GRR

Mystery Monday: Paul Michaels – Running a privateer F1 entry was the highlight of my career

19th June 2016

My love of cars comes from my father. He was in the motor trade and I can always remember him bringing home all sort sorts of different cars. As a result, I knew exactly what I wanted to do and left school at the earliest opportunity, starting Hexagon in Daleham Mews, Belsize Park, in 1963. 

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It was perhaps a slight mistake to call the business ‘Hexagon Fine Tuning’: people were turning up with pianos at first! So we quickly dropped the fine tuning bit and went from strength-to-strength selling and maintaining everything from Jaguars to Jensens, Marcos to Porsches.

A love of motorsport generally goes hand-in-hand with cars – and so it was with me. Of course I wanted to be racer but a few laps sitting next to proper drivers like John Watson and Mike Franey made me realise that running a team might be a better place for my talents.

We started off in historics. We had a Maserati Tipo 61 ‘Birdcage’ and a Lister-Jaguar… trouble was these old racing cars were costing us a fortune, so I thought we might as well have a go at modern motor racing and bought a Trojan T101 F5000 car for the 1973 season.

Wattie had raced for us the year before so I knew how good he was. For example, having only just recovered from an accident at the Race of Champions where he’d broken his leg, he jumped in the F5000 at a test session at Brands Hatch and immediately broke the lap record.

I’d always had this ambition to be in F1 by the time I was 30 and, back then F5000 to F1 wasn’t that much of a leap, so I thought ‘why not?’ So, for the 1974 season, Hexagon became a privateer F1 team with Wattie as our driver.  I was 28 years old.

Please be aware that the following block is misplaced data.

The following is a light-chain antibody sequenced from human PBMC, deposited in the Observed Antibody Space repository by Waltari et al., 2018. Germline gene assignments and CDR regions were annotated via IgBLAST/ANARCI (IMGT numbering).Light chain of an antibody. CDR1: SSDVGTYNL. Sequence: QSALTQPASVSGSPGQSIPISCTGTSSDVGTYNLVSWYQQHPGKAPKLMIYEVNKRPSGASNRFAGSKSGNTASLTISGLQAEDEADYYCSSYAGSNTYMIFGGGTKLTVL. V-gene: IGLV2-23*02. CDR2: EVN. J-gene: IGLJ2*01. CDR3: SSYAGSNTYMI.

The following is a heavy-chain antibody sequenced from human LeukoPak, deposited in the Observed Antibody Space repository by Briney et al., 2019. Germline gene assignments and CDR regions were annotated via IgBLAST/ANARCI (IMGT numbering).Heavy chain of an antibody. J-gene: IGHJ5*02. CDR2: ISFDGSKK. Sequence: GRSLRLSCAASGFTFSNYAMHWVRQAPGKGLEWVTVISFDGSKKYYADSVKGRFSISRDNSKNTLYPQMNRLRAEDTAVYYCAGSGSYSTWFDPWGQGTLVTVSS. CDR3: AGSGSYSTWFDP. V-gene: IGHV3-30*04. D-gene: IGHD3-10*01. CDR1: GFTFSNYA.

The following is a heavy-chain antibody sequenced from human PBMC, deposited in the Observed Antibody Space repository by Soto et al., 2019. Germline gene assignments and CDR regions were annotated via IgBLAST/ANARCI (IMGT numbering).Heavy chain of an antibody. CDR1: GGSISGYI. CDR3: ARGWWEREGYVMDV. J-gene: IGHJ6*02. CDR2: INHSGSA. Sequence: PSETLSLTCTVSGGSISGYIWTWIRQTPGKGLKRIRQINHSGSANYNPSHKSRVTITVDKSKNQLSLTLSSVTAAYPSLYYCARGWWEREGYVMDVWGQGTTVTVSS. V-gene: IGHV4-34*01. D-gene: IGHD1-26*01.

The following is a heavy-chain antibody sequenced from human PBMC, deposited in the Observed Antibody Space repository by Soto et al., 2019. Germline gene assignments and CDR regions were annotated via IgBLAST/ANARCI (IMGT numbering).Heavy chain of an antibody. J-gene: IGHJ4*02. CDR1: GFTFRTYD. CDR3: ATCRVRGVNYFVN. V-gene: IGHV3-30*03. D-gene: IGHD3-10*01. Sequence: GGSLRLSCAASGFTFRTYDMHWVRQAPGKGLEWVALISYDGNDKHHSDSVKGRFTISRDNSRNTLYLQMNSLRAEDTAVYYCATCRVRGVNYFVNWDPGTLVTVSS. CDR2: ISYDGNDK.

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We had an incredible year, really mixing it with the big boys. The hairs still stand up on the back of my neck when I remember John finishing sixth at Monaco, behind Emerson Fittipaldi and ahead of Graham Hill. Because we’d finished in the points, we were invited to the Prince’s Palace. I was running around after the race trying to find a hire shop so we could get some dinner jackets.

We came close to a deal with Gitanes for 1975 but at the end of 1974 I decided we had to stop. We’d scored a brilliant six points and the season had cost £114,000 – a tiny amount in today’s F1 prices – but it would have been nearly double that for another season. I wouldn’t change a thing though – we lived the dream for that year.

For over 50 years, the one constant has been buying and selling cars. For a long time we sold new BMWs but there’s little fun, or profit, in that so today Hexagon concentrates on classics, from air-cooled Porsches to Astons, Ferraris and everything in between. 

What’s so great about classics? They become a part of the family and they give you access to a lifestyle. I think we’re ahead of the game with our new flagship showroom in East Finchley (on the old site of our BMW dealership).  As well as space for 50 classics, it features a design gallery where you can buy high-end ceramics and cool home furnishings, we’ll soon open a coffee bar and, by the end of the year, a restaurant run by Michelin star chef Christian Honor. The walls feature pictures from our motorsport days mixed with modern art I’ve collected over the years. 

There’s nothing else like it in London – it’s a real destination, not just for car lovers, but for anyone who appreciates design, drink and food. Together with our charity night this summer, it should certainly keep me busy! I’m also planning on opening a car museum next year too. The motor industry has given me everything. It’d be nice to give something back.

Hexagon is holding a Le Mans-themed charity night on 5th July at its flagship East Finchley showroom. Sky F1 presenter Natalie Pinkham will host a live Q&A featuring Derek Bell MBE, Jacky Ickx, Richard Attwood and Mark Blundell. For tickets see https://hexagonclassics.com or call 07711 169 111. All proceeds will go to Great Ormond Street Children’s Charity and Royal Brompton & Harefield Hospitals Charity. 

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